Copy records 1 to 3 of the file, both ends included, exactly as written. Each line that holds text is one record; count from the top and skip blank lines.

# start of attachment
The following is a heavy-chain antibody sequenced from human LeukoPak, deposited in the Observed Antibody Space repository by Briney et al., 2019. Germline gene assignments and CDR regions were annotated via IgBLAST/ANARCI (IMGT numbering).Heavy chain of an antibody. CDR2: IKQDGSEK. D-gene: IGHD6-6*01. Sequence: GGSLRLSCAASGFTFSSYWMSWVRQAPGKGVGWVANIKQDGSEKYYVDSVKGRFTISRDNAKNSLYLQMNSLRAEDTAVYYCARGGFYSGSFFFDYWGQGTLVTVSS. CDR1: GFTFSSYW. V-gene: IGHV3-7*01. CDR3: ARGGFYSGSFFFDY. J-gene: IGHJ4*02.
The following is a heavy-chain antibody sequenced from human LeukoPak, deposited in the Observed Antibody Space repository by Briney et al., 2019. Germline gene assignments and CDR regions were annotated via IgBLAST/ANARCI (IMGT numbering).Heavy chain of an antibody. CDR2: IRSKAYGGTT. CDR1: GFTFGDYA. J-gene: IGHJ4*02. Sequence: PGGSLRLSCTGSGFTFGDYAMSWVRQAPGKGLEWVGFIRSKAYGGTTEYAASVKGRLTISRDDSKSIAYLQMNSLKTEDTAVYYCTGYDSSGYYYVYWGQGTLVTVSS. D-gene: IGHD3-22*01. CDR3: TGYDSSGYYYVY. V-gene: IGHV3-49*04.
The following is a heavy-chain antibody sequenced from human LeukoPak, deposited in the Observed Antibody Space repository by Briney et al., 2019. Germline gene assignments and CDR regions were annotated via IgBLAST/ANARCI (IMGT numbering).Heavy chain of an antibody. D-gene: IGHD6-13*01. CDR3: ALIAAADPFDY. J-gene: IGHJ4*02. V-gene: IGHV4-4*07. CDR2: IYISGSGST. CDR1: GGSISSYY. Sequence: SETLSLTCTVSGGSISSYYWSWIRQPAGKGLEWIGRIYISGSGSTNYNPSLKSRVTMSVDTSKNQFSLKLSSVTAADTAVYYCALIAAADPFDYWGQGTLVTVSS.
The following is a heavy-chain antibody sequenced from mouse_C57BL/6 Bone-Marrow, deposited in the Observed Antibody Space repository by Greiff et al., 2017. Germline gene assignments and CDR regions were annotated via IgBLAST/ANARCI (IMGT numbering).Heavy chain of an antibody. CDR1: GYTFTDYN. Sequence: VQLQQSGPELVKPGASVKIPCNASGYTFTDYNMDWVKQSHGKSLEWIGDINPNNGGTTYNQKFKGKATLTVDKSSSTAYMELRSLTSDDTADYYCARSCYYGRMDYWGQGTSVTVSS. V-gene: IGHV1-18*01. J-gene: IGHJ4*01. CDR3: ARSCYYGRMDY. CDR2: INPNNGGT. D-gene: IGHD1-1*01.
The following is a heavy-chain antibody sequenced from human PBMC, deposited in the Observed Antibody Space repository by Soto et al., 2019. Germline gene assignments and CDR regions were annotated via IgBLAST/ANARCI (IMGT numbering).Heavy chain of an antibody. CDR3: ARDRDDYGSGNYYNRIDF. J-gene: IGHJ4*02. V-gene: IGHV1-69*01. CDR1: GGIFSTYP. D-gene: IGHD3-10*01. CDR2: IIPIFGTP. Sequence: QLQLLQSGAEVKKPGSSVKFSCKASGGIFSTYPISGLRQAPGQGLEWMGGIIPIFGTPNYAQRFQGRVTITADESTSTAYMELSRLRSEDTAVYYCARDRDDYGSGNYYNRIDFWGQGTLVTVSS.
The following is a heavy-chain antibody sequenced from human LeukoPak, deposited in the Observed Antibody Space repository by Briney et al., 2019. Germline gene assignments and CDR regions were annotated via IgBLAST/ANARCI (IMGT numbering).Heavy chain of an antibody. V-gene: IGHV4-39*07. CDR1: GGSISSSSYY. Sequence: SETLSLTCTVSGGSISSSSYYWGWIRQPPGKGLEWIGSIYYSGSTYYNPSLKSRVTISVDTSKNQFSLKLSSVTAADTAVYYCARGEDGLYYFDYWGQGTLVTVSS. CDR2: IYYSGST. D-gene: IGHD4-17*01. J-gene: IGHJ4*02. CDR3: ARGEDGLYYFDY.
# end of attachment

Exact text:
The following is a heavy-chain antibody sequenced from human LeukoPak, deposited in the Observed Antibody Space repository by Briney et al., 2019. Germline gene assignments and CDR regions were annotated via IgBLAST/ANARCI (IMGT numbering).Heavy chain of an antibody. CDR2: IKQDGSEK. D-gene: IGHD6-6*01. Sequence: GGSLRLSCAASGFTFSSYWMSWVRQAPGKGVGWVANIKQDGSEKYYVDSVKGRFTISRDNAKNSLYLQMNSLRAEDTAVYYCARGGFYSGSFFFDYWGQGTLVTVSS. CDR1: GFTFSSYW. V-gene: IGHV3-7*01. CDR3: ARGGFYSGSFFFDY. J-gene: IGHJ4*02.
The following is a heavy-chain antibody sequenced from human LeukoPak, deposited in the Observed Antibody Space repository by Briney et al., 2019. Germline gene assignments and CDR regions were annotated via IgBLAST/ANARCI (IMGT numbering).Heavy chain of an antibody. CDR2: IRSKAYGGTT. CDR1: GFTFGDYA. J-gene: IGHJ4*02. Sequence: PGGSLRLSCTGSGFTFGDYAMSWVRQAPGKGLEWVGFIRSKAYGGTTEYAASVKGRLTISRDDSKSIAYLQMNSLKTEDTAVYYCTGYDSSGYYYVYWGQGTLVTVSS. D-gene: IGHD3-22*01. CDR3: TGYDSSGYYYVY. V-gene: IGHV3-49*04.
The following is a heavy-chain antibody sequenced from human LeukoPak, deposited in the Observed Antibody Space repository by Briney et al., 2019. Germline gene assignments and CDR regions were annotated via IgBLAST/ANARCI (IMGT numbering).Heavy chain of an antibody. D-gene: IGHD6-13*01. CDR3: ALIAAADPFDY. J-gene: IGHJ4*02. V-gene: IGHV4-4*07. CDR2: IYISGSGST. CDR1: GGSISSYY. Sequence: SETLSLTCTVSGGSISSYYWSWIRQPAGKGLEWIGRIYISGSGSTNYNPSLKSRVTMSVDTSKNQFSLKLSSVTAADTAVYYCALIAAADPFDYWGQGTLVTVSS.